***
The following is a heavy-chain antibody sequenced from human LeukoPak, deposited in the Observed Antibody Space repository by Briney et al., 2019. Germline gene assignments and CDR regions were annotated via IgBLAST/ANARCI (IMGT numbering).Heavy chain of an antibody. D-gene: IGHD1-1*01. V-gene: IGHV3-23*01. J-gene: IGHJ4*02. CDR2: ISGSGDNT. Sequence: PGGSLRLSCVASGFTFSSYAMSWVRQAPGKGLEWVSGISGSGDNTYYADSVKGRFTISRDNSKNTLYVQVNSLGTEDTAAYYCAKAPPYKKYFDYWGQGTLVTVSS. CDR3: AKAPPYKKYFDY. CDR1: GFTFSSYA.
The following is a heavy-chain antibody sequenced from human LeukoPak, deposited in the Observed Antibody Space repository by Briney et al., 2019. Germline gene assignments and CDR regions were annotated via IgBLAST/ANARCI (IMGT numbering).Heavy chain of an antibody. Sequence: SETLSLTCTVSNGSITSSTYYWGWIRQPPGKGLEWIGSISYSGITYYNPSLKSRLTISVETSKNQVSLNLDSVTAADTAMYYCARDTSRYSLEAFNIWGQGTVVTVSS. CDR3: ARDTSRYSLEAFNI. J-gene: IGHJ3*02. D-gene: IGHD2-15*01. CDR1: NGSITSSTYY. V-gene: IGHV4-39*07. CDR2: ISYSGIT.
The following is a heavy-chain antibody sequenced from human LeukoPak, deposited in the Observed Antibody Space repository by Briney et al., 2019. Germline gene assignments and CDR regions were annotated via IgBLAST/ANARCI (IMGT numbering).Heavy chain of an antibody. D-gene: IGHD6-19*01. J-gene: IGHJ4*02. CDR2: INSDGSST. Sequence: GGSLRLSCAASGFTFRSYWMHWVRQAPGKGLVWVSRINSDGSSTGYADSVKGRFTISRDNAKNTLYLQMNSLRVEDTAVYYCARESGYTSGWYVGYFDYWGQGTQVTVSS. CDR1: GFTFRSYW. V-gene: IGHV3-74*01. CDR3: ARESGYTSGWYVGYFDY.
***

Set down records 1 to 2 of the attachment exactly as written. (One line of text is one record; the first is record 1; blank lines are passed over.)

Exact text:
The following is a heavy-chain antibody sequenced from human LeukoPak, deposited in the Observed Antibody Space repository by Briney et al., 2019. Germline gene assignments and CDR regions were annotated via IgBLAST/ANARCI (IMGT numbering).Heavy chain of an antibody. D-gene: IGHD1-1*01. V-gene: IGHV3-23*01. J-gene: IGHJ4*02. CDR2: ISGSGDNT. Sequence: PGGSLRLSCVASGFTFSSYAMSWVRQAPGKGLEWVSGISGSGDNTYYADSVKGRFTISRDNSKNTLYVQVNSLGTEDTAAYYCAKAPPYKKYFDYWGQGTLVTVSS. CDR3: AKAPPYKKYFDY. CDR1: GFTFSSYA.
The following is a heavy-chain antibody sequenced from human LeukoPak, deposited in the Observed Antibody Space repository by Briney et al., 2019. Germline gene assignments and CDR regions were annotated via IgBLAST/ANARCI (IMGT numbering).Heavy chain of an antibody. Sequence: SETLSLTCTVSNGSITSSTYYWGWIRQPPGKGLEWIGSISYSGITYYNPSLKSRLTISVETSKNQVSLNLDSVTAADTAMYYCARDTSRYSLEAFNIWGQGTVVTVSS. CDR3: ARDTSRYSLEAFNI. J-gene: IGHJ3*02. D-gene: IGHD2-15*01. CDR1: NGSITSSTYY. V-gene: IGHV4-39*07. CDR2: ISYSGIT.